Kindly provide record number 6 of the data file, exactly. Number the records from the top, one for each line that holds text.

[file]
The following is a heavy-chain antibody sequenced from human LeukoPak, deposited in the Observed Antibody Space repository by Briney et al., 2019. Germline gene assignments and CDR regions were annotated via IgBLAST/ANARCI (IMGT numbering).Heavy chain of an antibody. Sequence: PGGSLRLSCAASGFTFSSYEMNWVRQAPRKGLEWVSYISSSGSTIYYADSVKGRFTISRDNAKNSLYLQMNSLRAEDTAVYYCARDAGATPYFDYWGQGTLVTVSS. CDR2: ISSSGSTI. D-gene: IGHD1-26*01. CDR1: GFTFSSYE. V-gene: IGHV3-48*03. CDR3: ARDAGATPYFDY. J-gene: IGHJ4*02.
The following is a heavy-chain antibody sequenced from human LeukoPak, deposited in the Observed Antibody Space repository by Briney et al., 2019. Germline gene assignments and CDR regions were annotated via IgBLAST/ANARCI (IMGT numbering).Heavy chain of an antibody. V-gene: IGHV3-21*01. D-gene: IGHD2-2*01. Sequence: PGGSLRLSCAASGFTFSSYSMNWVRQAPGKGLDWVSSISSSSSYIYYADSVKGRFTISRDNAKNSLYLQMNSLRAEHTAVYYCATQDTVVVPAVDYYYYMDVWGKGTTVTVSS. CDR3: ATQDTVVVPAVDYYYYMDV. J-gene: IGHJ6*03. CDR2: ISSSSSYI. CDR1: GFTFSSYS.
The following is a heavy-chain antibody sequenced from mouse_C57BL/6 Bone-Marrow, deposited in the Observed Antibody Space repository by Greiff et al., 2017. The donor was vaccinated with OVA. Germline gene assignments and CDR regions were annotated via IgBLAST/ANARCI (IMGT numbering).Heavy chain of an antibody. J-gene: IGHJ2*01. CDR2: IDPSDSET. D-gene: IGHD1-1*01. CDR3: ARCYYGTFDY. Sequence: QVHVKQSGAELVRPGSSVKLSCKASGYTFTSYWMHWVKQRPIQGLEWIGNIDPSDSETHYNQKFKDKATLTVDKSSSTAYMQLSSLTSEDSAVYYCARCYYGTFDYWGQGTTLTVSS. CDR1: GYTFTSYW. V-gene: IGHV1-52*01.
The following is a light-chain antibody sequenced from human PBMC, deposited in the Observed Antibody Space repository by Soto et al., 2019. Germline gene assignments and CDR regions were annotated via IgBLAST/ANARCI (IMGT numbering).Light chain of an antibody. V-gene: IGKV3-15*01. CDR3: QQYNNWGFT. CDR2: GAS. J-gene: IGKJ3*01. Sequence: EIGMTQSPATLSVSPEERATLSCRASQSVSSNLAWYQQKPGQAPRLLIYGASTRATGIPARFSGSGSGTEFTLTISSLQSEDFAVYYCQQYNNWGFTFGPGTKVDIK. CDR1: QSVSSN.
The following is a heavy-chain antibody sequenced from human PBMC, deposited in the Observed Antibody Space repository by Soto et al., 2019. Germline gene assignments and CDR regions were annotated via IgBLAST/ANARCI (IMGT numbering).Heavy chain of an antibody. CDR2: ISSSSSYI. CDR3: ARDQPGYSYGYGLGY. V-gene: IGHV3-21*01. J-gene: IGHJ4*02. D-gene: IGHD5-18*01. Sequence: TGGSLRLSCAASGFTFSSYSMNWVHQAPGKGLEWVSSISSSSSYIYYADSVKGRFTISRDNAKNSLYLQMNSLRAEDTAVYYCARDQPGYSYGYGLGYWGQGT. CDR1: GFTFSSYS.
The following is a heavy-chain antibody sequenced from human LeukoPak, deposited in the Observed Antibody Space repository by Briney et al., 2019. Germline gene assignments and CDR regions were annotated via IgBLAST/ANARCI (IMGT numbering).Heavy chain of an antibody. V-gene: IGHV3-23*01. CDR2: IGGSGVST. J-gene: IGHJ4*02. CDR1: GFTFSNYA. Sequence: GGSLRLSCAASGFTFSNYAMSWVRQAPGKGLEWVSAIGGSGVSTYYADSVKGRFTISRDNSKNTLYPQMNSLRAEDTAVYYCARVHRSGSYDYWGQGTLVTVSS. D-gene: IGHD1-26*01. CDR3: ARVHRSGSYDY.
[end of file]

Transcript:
The following is a heavy-chain antibody sequenced from human LeukoPak, deposited in the Observed Antibody Space repository by Briney et al., 2019. Germline gene assignments and CDR regions were annotated via IgBLAST/ANARCI (IMGT numbering).Heavy chain of an antibody. V-gene: IGHV3-23*01. CDR2: IGGSGVST. J-gene: IGHJ4*02. CDR1: GFTFSNYA. Sequence: GGSLRLSCAASGFTFSNYAMSWVRQAPGKGLEWVSAIGGSGVSTYYADSVKGRFTISRDNSKNTLYPQMNSLRAEDTAVYYCARVHRSGSYDYWGQGTLVTVSS. D-gene: IGHD1-26*01. CDR3: ARVHRSGSYDY.